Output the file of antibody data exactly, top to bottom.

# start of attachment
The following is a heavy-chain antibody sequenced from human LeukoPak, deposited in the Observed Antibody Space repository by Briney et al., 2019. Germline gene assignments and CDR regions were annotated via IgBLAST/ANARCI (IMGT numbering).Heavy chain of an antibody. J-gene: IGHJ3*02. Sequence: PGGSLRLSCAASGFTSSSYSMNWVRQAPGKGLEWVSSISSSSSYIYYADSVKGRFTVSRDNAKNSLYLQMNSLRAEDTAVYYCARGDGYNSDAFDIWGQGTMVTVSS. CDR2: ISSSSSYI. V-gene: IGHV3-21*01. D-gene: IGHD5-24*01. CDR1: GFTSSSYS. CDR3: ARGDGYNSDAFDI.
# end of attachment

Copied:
The following is a heavy-chain antibody sequenced from human LeukoPak, deposited in the Observed Antibody Space repository by Briney et al., 2019. Germline gene assignments and CDR regions were annotated via IgBLAST/ANARCI (IMGT numbering).Heavy chain of an antibody. J-gene: IGHJ3*02. Sequence: PGGSLRLSCAASGFTSSSYSMNWVRQAPGKGLEWVSSISSSSSYIYYADSVKGRFTVSRDNAKNSLYLQMNSLRAEDTAVYYCARGDGYNSDAFDIWGQGTMVTVSS. CDR2: ISSSSSYI. V-gene: IGHV3-21*01. D-gene: IGHD5-24*01. CDR1: GFTSSSYS. CDR3: ARGDGYNSDAFDI.